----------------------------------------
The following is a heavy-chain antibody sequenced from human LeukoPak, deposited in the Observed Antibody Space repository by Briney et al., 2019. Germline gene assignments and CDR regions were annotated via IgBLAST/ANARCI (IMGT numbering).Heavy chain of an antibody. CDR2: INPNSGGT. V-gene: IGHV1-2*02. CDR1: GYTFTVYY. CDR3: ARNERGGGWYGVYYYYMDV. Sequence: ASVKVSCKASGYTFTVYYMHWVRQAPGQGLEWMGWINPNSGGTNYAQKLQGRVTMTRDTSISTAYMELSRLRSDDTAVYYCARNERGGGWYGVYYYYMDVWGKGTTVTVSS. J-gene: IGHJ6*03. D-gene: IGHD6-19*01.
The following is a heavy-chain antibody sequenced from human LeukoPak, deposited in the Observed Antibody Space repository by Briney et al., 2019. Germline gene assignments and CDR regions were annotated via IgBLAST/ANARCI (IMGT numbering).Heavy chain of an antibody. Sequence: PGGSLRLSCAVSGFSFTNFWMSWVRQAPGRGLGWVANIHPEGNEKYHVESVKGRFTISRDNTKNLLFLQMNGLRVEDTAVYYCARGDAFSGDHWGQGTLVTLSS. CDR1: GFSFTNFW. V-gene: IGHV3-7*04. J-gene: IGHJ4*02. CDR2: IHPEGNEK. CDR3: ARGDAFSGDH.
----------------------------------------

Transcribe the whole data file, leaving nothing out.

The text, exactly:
The following is a heavy-chain antibody sequenced from human LeukoPak, deposited in the Observed Antibody Space repository by Briney et al., 2019. Germline gene assignments and CDR regions were annotated via IgBLAST/ANARCI (IMGT numbering).Heavy chain of an antibody. CDR2: INPNSGGT. V-gene: IGHV1-2*02. CDR1: GYTFTVYY. CDR3: ARNERGGGWYGVYYYYMDV. Sequence: ASVKVSCKASGYTFTVYYMHWVRQAPGQGLEWMGWINPNSGGTNYAQKLQGRVTMTRDTSISTAYMELSRLRSDDTAVYYCARNERGGGWYGVYYYYMDVWGKGTTVTVSS. J-gene: IGHJ6*03. D-gene: IGHD6-19*01.
The following is a heavy-chain antibody sequenced from human LeukoPak, deposited in the Observed Antibody Space repository by Briney et al., 2019. Germline gene assignments and CDR regions were annotated via IgBLAST/ANARCI (IMGT numbering).Heavy chain of an antibody. Sequence: PGGSLRLSCAVSGFSFTNFWMSWVRQAPGRGLGWVANIHPEGNEKYHVESVKGRFTISRDNTKNLLFLQMNGLRVEDTAVYYCARGDAFSGDHWGQGTLVTLSS. CDR1: GFSFTNFW. V-gene: IGHV3-7*04. J-gene: IGHJ4*02. CDR2: IHPEGNEK. CDR3: ARGDAFSGDH.